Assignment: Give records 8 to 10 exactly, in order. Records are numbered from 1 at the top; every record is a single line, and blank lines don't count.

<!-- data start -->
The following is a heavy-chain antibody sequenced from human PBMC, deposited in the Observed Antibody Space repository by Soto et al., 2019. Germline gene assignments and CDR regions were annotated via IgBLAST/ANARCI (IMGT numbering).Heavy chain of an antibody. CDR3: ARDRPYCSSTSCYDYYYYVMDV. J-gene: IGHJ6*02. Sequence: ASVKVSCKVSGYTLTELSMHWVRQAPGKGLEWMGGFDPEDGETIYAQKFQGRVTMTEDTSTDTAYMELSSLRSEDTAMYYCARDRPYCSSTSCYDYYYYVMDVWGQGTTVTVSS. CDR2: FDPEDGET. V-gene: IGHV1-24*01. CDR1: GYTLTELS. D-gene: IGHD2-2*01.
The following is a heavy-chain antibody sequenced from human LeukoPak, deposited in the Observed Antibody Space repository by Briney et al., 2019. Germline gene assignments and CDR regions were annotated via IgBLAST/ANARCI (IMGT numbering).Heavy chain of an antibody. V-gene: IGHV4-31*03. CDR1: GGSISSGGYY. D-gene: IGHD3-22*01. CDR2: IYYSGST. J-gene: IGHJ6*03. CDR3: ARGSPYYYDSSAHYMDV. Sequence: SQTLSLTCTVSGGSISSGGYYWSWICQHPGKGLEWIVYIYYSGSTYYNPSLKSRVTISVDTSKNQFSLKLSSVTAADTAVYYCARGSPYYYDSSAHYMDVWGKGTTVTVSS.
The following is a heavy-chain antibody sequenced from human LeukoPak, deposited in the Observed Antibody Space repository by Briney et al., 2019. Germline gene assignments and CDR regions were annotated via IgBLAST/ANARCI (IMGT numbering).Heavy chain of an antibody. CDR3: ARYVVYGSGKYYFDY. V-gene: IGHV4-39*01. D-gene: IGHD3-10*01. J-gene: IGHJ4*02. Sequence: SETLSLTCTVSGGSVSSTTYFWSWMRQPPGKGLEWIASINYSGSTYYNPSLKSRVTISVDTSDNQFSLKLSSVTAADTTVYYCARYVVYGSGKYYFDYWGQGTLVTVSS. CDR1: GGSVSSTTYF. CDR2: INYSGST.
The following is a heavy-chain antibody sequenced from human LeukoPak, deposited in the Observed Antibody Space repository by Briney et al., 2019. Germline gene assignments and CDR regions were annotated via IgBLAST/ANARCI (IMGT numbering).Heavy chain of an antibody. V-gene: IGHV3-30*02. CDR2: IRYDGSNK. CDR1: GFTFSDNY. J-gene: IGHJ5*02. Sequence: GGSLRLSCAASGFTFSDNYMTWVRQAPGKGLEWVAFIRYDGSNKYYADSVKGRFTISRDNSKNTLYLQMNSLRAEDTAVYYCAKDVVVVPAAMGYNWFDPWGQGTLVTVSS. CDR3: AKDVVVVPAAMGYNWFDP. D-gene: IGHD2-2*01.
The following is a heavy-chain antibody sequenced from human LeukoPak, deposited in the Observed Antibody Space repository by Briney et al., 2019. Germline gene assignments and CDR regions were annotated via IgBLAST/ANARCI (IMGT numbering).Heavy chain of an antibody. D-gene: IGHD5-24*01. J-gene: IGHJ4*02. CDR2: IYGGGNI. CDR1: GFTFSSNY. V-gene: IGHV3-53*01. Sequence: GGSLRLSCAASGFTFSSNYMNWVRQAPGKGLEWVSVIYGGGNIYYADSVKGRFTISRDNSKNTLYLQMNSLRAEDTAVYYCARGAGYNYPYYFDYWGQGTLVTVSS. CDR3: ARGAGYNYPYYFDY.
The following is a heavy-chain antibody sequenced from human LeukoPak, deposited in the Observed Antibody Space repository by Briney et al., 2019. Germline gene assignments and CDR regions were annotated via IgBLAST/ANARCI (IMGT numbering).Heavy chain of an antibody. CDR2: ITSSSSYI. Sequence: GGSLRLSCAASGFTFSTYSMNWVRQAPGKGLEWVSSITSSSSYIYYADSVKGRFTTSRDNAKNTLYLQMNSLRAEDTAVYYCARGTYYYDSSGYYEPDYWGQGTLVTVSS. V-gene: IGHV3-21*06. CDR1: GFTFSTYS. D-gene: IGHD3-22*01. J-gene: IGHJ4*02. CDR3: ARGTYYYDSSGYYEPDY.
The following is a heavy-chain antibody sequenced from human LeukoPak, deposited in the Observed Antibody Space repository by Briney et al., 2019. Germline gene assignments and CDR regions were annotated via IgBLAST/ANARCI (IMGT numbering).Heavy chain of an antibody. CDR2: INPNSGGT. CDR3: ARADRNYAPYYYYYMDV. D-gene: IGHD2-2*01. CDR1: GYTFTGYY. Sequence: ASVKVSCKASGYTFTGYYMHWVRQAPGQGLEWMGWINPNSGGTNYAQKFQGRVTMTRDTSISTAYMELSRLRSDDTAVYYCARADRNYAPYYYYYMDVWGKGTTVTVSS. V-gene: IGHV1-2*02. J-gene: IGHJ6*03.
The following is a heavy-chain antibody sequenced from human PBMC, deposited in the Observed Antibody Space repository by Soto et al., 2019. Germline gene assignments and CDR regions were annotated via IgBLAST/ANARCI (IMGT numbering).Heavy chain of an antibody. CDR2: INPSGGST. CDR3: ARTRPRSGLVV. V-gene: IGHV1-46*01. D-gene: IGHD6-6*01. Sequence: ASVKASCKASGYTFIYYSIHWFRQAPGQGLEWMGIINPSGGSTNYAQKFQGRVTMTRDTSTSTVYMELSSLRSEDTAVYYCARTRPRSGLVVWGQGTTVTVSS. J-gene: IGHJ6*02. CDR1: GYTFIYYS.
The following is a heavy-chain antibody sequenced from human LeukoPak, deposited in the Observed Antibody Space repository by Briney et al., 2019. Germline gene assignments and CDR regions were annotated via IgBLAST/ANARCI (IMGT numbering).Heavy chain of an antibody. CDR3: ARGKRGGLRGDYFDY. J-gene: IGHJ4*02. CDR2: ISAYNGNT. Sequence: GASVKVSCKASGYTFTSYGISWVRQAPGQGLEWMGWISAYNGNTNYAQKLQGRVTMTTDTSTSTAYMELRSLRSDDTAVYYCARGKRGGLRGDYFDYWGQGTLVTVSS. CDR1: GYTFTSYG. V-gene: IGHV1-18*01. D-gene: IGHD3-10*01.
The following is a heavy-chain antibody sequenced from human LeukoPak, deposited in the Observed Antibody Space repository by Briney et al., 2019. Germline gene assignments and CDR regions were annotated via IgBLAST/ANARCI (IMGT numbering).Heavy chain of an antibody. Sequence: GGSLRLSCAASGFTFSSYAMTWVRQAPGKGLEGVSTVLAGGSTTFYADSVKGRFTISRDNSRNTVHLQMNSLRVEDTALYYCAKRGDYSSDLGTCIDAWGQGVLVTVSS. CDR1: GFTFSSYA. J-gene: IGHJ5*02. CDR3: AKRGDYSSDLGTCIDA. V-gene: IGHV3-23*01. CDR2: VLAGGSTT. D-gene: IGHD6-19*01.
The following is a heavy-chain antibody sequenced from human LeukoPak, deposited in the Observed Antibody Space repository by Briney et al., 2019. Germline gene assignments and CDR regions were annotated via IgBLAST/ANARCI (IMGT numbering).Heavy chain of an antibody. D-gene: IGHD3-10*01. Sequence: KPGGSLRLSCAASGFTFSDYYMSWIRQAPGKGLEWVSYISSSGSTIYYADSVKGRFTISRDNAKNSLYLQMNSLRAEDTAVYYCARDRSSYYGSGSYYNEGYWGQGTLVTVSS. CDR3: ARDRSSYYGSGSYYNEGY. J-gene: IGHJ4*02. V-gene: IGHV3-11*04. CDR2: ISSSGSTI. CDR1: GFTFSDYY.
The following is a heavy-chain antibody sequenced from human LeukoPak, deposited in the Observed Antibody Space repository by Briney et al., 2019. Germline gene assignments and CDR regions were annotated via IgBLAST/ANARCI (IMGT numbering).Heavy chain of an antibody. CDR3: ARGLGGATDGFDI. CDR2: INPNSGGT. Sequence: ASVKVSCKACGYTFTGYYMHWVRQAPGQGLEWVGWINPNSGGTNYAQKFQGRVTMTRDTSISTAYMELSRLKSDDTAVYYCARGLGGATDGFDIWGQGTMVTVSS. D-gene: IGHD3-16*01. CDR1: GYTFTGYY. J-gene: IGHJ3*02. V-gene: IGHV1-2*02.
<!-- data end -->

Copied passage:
The following is a heavy-chain antibody sequenced from human PBMC, deposited in the Observed Antibody Space repository by Soto et al., 2019. Germline gene assignments and CDR regions were annotated via IgBLAST/ANARCI (IMGT numbering).Heavy chain of an antibody. CDR2: INPSGGST. CDR3: ARTRPRSGLVV. V-gene: IGHV1-46*01. D-gene: IGHD6-6*01. Sequence: ASVKASCKASGYTFIYYSIHWFRQAPGQGLEWMGIINPSGGSTNYAQKFQGRVTMTRDTSTSTVYMELSSLRSEDTAVYYCARTRPRSGLVVWGQGTTVTVSS. J-gene: IGHJ6*02. CDR1: GYTFIYYS.
The following is a heavy-chain antibody sequenced from human LeukoPak, deposited in the Observed Antibody Space repository by Briney et al., 2019. Germline gene assignments and CDR regions were annotated via IgBLAST/ANARCI (IMGT numbering).Heavy chain of an antibody. CDR3: ARGKRGGLRGDYFDY. J-gene: IGHJ4*02. CDR2: ISAYNGNT. Sequence: GASVKVSCKASGYTFTSYGISWVRQAPGQGLEWMGWISAYNGNTNYAQKLQGRVTMTTDTSTSTAYMELRSLRSDDTAVYYCARGKRGGLRGDYFDYWGQGTLVTVSS. CDR1: GYTFTSYG. V-gene: IGHV1-18*01. D-gene: IGHD3-10*01.
The following is a heavy-chain antibody sequenced from human LeukoPak, deposited in the Observed Antibody Space repository by Briney et al., 2019. Germline gene assignments and CDR regions were annotated via IgBLAST/ANARCI (IMGT numbering).Heavy chain of an antibody. Sequence: GGSLRLSCAASGFTFSSYAMTWVRQAPGKGLEGVSTVLAGGSTTFYADSVKGRFTISRDNSRNTVHLQMNSLRVEDTALYYCAKRGDYSSDLGTCIDAWGQGVLVTVSS. CDR1: GFTFSSYA. J-gene: IGHJ5*02. CDR3: AKRGDYSSDLGTCIDA. V-gene: IGHV3-23*01. CDR2: VLAGGSTT. D-gene: IGHD6-19*01.